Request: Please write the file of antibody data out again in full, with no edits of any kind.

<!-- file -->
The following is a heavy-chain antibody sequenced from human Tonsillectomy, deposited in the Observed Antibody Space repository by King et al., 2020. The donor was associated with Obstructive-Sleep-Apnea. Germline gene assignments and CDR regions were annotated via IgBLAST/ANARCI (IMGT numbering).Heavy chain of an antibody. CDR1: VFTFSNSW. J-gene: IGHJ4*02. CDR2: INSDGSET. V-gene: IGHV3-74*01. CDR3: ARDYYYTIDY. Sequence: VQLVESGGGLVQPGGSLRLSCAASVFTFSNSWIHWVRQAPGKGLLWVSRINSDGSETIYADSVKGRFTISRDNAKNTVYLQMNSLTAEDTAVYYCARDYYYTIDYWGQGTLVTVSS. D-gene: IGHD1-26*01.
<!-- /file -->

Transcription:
The following is a heavy-chain antibody sequenced from human Tonsillectomy, deposited in the Observed Antibody Space repository by King et al., 2020. The donor was associated with Obstructive-Sleep-Apnea. Germline gene assignments and CDR regions were annotated via IgBLAST/ANARCI (IMGT numbering).Heavy chain of an antibody. CDR1: VFTFSNSW. J-gene: IGHJ4*02. CDR2: INSDGSET. V-gene: IGHV3-74*01. CDR3: ARDYYYTIDY. Sequence: VQLVESGGGLVQPGGSLRLSCAASVFTFSNSWIHWVRQAPGKGLLWVSRINSDGSETIYADSVKGRFTISRDNAKNTVYLQMNSLTAEDTAVYYCARDYYYTIDYWGQGTLVTVSS. D-gene: IGHD1-26*01.